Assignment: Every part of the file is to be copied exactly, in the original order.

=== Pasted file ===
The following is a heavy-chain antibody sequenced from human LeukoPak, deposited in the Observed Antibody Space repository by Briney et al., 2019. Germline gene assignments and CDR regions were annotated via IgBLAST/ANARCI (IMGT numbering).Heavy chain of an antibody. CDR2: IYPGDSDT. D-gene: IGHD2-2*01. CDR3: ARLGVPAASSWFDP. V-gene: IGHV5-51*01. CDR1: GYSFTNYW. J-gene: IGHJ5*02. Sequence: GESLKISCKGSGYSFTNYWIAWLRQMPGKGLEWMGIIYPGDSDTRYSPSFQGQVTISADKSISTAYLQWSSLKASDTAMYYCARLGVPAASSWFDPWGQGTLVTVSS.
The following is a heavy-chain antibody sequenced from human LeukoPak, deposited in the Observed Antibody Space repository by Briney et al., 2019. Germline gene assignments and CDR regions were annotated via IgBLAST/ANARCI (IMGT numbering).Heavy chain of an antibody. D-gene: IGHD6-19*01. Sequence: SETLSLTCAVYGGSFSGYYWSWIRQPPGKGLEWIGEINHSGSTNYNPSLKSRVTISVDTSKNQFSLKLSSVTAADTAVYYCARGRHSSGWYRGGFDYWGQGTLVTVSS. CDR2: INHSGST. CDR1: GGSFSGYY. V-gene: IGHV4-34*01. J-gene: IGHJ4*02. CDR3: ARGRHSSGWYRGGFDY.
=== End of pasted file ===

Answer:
The following is a heavy-chain antibody sequenced from human LeukoPak, deposited in the Observed Antibody Space repository by Briney et al., 2019. Germline gene assignments and CDR regions were annotated via IgBLAST/ANARCI (IMGT numbering).Heavy chain of an antibody. CDR2: IYPGDSDT. D-gene: IGHD2-2*01. CDR3: ARLGVPAASSWFDP. V-gene: IGHV5-51*01. CDR1: GYSFTNYW. J-gene: IGHJ5*02. Sequence: GESLKISCKGSGYSFTNYWIAWLRQMPGKGLEWMGIIYPGDSDTRYSPSFQGQVTISADKSISTAYLQWSSLKASDTAMYYCARLGVPAASSWFDPWGQGTLVTVSS.
The following is a heavy-chain antibody sequenced from human LeukoPak, deposited in the Observed Antibody Space repository by Briney et al., 2019. Germline gene assignments and CDR regions were annotated via IgBLAST/ANARCI (IMGT numbering).Heavy chain of an antibody. D-gene: IGHD6-19*01. Sequence: SETLSLTCAVYGGSFSGYYWSWIRQPPGKGLEWIGEINHSGSTNYNPSLKSRVTISVDTSKNQFSLKLSSVTAADTAVYYCARGRHSSGWYRGGFDYWGQGTLVTVSS. CDR2: INHSGST. CDR1: GGSFSGYY. V-gene: IGHV4-34*01. J-gene: IGHJ4*02. CDR3: ARGRHSSGWYRGGFDY.